In a declining market with hundreds of available models, Toyota is the only transplant that seems immune to the temper of the times; they’ve got low supplies of, well, everything and an industry leading 126 sales per dealer.

Meanwhile, Honda holds a three-month supply of Elements and Ridgelines. Nissan can’t shift enough quirky Quests (144 days), Frontiers (122 days) and Maximas (113 days).

Even so, thanks to hot-selling Fits (25-day supply) and CR-Vs (19-day supply), Honda stores are cranking out 87 sales per dealer. While Nissan thanks its lucky Altima (51 days) and Versa (52 days) for helping dealers achieve 68 sales per month.

Mitsubishi? Not so good. The automaker started February with 3400 Eclipse Spyders (a 275-day supply). Relatively speaking, the Dodge-built Raider pickup is a hit. At the end of December, Mitsu had a 165-day supply. By the start of February, inventory had dwindled to 149 days. Of course, that’s still more than double the industry benchmark…

While manufacturers are quick to blame excess winter inventory on seasonal fluctuations, here’s the bottom line: unions.

Common sense says that when sales drop, you cut production. Unfortunately, the automakers’ contracts with the United Auto Workers (UAW) mandate that they must continue to pay their employees full whack even if The Big 2.5 cut back or stop production.

They’re caught in a classic Catch-22. Should they pay workers to do (and produce) nothing, or keep the lines running in hopes they might sell a few more vehicles? Either way they’re screwed.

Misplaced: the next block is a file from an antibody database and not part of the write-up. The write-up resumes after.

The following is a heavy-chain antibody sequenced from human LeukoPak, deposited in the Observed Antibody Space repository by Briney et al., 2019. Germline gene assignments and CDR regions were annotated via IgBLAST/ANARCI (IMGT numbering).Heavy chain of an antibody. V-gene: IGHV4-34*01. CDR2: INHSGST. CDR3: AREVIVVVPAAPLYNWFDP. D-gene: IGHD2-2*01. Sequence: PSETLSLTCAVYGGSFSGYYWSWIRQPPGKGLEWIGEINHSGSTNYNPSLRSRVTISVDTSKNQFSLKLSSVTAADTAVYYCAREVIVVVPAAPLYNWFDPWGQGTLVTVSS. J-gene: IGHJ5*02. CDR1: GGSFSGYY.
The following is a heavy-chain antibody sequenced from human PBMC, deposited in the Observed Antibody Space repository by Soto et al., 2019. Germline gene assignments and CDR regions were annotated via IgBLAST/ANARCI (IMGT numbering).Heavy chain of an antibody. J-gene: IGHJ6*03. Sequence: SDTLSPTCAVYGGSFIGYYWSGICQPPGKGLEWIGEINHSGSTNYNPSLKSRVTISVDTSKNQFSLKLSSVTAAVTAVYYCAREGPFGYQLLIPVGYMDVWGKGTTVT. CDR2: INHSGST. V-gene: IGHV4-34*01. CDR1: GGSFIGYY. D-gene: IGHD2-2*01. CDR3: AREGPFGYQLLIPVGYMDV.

Rather than force a showdown with the UAW, automakers are going hey diddle diddle, straight up the middle. They’re paying the workers a big pile of cash up front to go away forever. Market share may be lost forever, but hey, they're gonna hit something and that’s the way it goes.

Even with the buyouts, supply continues to outstrip demand, leading to drastic deals. Buyers looking for bargains wait for the desperation sales and the cars’ reputations suffer accordingly. Brands become synonymous with “cheap”– regardless of product quality. Sales fall further as most consumers turn to undiscounted brands, figuring they must have higher quality. (There’s your perception gap.) And the production lines keep moving.

One way or another, it’s a death spiral that has to end.

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  • Glenn A. Glenn A. on Feb 27, 2007